Beaumont (St. Mary)

BEAUMONT (St. Mary), a parish, in the union of Carlisle, Cumberland ward, and E. division of the county of Cumberland, 4 miles (N. W. by W.) from Carlisle; containing 288 inhabitants. About the year 1323, Robert Bruce, King of Scotland, encamped with his army for five days at the village, and hence sent detachments to ravage the circumjacent country. The parish comprises by measurement 1497 acres of land, the soil of which is a rich black loam, alternated with sand; the village is pleasantly situated on the river Eden, and the Carlisle canal passes through the parish. At the hamlet of Sandsfield, on the western bank of the Eden, vessels of sixty tons' burthen, belonging to the port of Carlisle, receive and discharge their cargoes. There is an extensive salmon-fishery in the river, the property of the Earl of Lonsdale. The living is a discharged rectory, united to that of Kirk-Andrews-upon-Eden in 1692, and valued in the king's books at £8. 1. 8.: the glebe consists of about 12 acres. The church stands upon a considerable elevation. The celebrated wall of Severus crossed the parish.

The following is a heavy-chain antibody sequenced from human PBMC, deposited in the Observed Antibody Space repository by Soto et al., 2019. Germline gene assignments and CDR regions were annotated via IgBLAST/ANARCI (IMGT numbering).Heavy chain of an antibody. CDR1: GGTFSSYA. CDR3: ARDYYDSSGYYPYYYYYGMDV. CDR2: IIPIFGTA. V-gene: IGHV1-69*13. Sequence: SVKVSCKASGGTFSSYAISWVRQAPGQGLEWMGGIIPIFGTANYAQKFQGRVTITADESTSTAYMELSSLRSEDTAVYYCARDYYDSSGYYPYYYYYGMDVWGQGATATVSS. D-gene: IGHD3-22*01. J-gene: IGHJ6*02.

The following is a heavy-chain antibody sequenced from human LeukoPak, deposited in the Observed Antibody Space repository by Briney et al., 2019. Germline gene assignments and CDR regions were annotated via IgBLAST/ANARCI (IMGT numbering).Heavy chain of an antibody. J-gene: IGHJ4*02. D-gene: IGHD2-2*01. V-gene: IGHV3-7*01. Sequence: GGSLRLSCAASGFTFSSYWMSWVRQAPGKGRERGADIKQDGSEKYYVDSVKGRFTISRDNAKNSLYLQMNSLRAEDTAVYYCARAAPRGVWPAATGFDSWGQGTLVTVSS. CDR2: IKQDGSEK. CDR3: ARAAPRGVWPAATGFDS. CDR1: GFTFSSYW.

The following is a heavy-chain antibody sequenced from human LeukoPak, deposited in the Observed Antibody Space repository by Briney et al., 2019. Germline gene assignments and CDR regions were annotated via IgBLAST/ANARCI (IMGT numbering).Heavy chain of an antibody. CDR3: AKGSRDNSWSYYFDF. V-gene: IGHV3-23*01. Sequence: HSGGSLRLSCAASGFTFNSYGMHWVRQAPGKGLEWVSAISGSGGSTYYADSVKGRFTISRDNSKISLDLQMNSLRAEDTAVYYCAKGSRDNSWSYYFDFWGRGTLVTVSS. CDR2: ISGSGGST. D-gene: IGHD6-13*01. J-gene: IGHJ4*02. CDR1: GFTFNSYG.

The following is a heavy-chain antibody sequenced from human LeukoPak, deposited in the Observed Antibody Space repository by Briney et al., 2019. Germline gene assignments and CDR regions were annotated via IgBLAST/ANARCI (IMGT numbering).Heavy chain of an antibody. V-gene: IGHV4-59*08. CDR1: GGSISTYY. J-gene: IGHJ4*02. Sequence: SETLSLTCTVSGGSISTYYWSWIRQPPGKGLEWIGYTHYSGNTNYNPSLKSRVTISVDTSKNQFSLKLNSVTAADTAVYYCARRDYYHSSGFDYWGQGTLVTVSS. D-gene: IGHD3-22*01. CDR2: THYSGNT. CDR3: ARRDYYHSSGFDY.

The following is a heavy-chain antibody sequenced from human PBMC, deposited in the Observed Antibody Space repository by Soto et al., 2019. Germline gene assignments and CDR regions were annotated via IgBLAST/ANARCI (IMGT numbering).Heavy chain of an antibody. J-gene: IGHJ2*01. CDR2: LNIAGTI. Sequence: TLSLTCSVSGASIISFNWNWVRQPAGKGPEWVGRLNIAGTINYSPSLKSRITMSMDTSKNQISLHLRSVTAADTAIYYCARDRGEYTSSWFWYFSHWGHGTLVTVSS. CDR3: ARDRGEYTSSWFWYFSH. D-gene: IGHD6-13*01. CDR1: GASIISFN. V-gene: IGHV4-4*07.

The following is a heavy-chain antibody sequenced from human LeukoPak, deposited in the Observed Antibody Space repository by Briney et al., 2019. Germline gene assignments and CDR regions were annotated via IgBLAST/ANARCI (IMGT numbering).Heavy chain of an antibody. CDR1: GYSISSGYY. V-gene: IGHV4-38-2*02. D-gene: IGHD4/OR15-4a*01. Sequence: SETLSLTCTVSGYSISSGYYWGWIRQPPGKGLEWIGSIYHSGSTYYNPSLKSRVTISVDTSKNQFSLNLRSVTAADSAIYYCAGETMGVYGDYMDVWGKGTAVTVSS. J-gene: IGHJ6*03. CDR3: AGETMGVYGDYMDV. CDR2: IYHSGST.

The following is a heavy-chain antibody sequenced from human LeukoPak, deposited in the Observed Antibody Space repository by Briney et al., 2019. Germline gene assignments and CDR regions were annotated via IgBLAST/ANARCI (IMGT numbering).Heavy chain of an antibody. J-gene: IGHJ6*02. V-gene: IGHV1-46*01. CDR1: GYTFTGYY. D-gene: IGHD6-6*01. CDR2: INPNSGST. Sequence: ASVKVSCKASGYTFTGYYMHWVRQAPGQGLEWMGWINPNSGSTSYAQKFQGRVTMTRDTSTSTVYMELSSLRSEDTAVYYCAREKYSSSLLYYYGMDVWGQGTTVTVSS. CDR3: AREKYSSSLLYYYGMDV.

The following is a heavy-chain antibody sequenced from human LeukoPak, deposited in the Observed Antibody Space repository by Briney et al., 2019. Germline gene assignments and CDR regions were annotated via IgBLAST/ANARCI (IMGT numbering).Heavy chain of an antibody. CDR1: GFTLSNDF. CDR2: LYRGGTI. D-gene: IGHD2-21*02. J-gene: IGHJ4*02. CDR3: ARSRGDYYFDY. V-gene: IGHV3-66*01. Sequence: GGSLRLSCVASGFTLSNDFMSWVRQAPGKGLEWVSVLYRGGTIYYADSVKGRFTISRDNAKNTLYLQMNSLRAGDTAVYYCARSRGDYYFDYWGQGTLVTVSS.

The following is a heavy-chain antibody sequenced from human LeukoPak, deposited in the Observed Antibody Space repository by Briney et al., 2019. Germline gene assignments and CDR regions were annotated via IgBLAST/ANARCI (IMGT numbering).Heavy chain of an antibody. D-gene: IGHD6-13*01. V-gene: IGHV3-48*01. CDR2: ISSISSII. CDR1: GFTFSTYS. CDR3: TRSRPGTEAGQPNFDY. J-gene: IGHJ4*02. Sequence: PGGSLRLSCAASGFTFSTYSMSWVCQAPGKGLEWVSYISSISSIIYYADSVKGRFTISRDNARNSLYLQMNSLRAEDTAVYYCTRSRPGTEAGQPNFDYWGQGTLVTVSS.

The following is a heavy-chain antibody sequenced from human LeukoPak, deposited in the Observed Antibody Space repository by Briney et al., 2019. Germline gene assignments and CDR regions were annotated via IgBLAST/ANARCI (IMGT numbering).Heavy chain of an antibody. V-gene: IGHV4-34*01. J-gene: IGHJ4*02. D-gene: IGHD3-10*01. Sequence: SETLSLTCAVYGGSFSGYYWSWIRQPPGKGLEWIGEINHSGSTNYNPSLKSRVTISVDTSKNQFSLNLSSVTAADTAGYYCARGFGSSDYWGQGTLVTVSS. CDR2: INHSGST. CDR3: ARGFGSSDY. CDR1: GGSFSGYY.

Transcribed from A Topographical Dictionary of England, by Samuel Lewis, 7th edition, published in 1848.

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